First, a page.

New renderings from JBG Smith envision Crystal City, Pentagon City and Potomac Yard as a lush urban core with glassy high-rises and connected by a surface-level Route 1, along with Metro and commuter rail.

When all of the developer’s projects are delivered, that is.

JBG Smith released an investor relations video explaining its plans for the area — known collectively as National Landing — which include building a number of new apartment and office buildings and partnering with local and state governments to improve transit and technological infrastructure.

“We’ve been incredibly busy during the pandemic, teeing up growth opportunities, delivering new assets, we have a lot of exciting growth in the next 18 months,” JBG Smith CEO Matt Kelly said in the video.

He said about 15 million square feet are under development in National Landing, two-thirds of which are multifamily residential — apartment buildings, mostly. Other big projects include the first phase of Amazon’s HQ2, which the video said is on track to be done in 2023, and the second phase, which includes the proposed Helix building.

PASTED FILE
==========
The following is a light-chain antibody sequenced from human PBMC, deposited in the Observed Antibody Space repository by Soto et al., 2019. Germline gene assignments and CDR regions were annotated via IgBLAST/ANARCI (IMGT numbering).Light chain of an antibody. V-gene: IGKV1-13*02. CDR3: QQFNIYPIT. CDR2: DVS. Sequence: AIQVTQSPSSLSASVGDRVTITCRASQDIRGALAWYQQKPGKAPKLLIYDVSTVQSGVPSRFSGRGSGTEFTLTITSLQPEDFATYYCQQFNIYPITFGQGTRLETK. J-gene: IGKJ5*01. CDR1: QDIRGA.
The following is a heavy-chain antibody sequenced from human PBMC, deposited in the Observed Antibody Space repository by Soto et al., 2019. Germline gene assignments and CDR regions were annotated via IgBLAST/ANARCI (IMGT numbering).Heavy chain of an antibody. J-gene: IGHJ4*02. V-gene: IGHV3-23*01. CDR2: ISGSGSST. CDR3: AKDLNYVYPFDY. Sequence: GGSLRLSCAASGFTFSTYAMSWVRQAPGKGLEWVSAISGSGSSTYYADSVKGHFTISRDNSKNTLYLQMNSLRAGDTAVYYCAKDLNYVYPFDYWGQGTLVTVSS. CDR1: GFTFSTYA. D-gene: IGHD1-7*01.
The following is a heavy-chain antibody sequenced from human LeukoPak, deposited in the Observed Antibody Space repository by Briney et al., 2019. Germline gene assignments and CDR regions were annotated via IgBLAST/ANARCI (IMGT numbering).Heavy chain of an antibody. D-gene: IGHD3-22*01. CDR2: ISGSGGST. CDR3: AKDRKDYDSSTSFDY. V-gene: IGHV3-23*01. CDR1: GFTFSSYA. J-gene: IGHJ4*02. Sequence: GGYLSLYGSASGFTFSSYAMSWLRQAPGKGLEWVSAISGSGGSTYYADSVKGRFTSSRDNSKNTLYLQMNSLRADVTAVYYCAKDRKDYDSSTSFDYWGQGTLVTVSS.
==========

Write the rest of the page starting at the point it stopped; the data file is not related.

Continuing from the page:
“All of these developments are on vacant land or replacing out-of-service buildings,” said Chief Development Officer Kai Reynolds.

One of those is the former Americana Hotel, which JBG Smith purchased in December for more than $27 million, Executive Vice President of Real Estate Development Kristi Smith said.

JBG Smith views this site, planned for an apartment building, “as one of the best development opportunities in National Landing,” given its proximity to HQ2 and its visibility from Route 1, she said.

The video provided updates on the following residential developments, which collectively would add thousands of new apartments to the area:

Construction started on 1900 Crystal Drive in late March and could be completed in 2024, according to the video. Meanwhile, the earliest start date for 2000 and 2001 S. Bell Street, which received County Board approval last month, is later this year.

Both 2250 Crystal Drive and 223 23rd Street S. have a potential start date of 2023, the video said.

The developer also plans to build 750,000 square feet of office space at 2525 Crystal Drive in the form of two V-shaped towers, according to the video.